California parents test ability to organize for school change

Parent activist Esmeralda Medina cruised her Pacoima neighborhood this week, spied a mom sitting outside with kids and advanced. What is one thing you’d like to change about your school? she asked.

Maybe, Veronica Perez replied, more tutoring programs for her third-grader, who needs help with writing.

Medina closed in. She invited Perez to a parent meeting to push for better schools. Perez said she might attend. “Whatever helps, I’m all for it,” she said.

One week after the state Board of Education approved final rules on how parents can use a landmark new law to demand sweeping changes at their low-performing schools, parents say the hardest work lies ahead. They must organize themselves, one by one, to push for changes on their children’s campuses.


Medina’s door-to-door canvassing was part of a two-day tour showcasing new parent organizing groups forming across the state. The tour, which wrapped up Wednesday, was sponsored by Parent Revolution, the Los Angeles-based educational reform group that helped push the “Parent Trigger” law. That law gives parents unprecedented power to petition for schools to close, force changes in staff and curriculum, or convert to independently run, publicly financed charter campuses.

Parent Revolution launched the state’s first petition campaign in Compton last year, but was criticized for commandeering the process by gathering most signatures and pre-selecting the charter school for parents. After reflecting on the Compton effort — which remains tied up in legal challenges — the group decided on a new strategy. Parents will form chapters of an affiliated organization, Parent Union, to develop their own leadership, identify their own concerns and lobby for their own solutions at their schools.

The group identified 120 schools with low academic performance and little or no improvement and sent six organizers into the communities to meet parents interested in change. So far, nine chapters have formed. Parent Revolution will offer training, policy ideas and other support. And chapters must pledge to put the interests of children first — taking on ineffective teachers even at the risk of alienating them, for instance, according to Ben Austin, the group’s executive director.

“The focus will be up to them,” Austin said. “They can stay small and advocate for marginal change or organize a petition drive to trigger major change.”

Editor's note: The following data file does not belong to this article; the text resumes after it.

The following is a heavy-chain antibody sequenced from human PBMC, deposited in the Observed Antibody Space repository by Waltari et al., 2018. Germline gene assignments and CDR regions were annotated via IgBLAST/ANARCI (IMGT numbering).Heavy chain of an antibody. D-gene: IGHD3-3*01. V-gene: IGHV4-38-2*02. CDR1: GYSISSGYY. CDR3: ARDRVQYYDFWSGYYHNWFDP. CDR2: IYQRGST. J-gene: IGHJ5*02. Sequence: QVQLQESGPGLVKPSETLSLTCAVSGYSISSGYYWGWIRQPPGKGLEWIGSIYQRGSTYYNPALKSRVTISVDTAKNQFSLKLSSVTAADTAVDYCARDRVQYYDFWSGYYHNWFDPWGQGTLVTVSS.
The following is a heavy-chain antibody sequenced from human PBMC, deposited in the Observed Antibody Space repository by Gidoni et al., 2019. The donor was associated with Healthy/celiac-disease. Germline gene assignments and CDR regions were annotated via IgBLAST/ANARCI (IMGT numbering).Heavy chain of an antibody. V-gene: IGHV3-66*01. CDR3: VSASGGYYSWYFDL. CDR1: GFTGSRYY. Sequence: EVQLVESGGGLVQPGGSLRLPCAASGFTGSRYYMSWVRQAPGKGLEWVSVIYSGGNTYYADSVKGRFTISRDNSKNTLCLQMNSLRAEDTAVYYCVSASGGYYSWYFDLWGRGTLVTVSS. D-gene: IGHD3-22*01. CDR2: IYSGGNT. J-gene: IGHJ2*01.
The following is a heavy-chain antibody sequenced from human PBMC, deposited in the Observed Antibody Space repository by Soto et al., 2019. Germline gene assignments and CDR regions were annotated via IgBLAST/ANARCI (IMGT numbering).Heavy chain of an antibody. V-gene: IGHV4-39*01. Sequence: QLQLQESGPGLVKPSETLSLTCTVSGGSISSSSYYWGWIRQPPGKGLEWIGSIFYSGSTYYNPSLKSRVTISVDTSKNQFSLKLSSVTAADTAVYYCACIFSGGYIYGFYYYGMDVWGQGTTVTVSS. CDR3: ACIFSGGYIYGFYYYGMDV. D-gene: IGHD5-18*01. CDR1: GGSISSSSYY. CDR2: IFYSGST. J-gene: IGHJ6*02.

He added that charter schools will not be a panacea, since, he said, there aren’t enough good ones willing to take on failing campuses.

But it’s not easy to organize parents outside of school, he and others said. Many work and are not connected to each other as employees at a workplace might be, according to Pat DeTemple, Parent Revolution’s director of organizing. In one door-to-door canvassing operation, he said, only one home in eight yielded a parent with school-age children. And many new immigrants are unfamiliar with the issues; one, for example, said she did not understand her son’s state standardized test report so she did not know how he was doing in reading and math.

Still, parents in five communities Tuesday pledged to work for needed change.

In South Los Angeles, parents have formed a new Parent Union chapter at Woodcrest Elementary, where three-fourths of students are not proficient in math or English. Parents complained that unprepared children are passed to the next grade while gifted ones have no appropriate program. The Woodcrest principal did not return a call seeking comment.


Other parents in Los Angeles, Pasadena and Pacoima fretted over low test scores, indifferent teachers, abrupt staff reassignments, even rats in the cafeteria. At a parent rally in Lynwood, Alma Alvarado said her fourth-grade daughter still cannot read.

But all expressed hope that the Parent Trigger law would give them leverage to lobby for better schools.

“As parents, we have to get more interested and involved with what’s going on with our kids’ education,” said Medina, whose children attend Haddon Elementary School and Pacoima Middle School in Pacoima. “If we’re not consistent, we won’t get what we need.”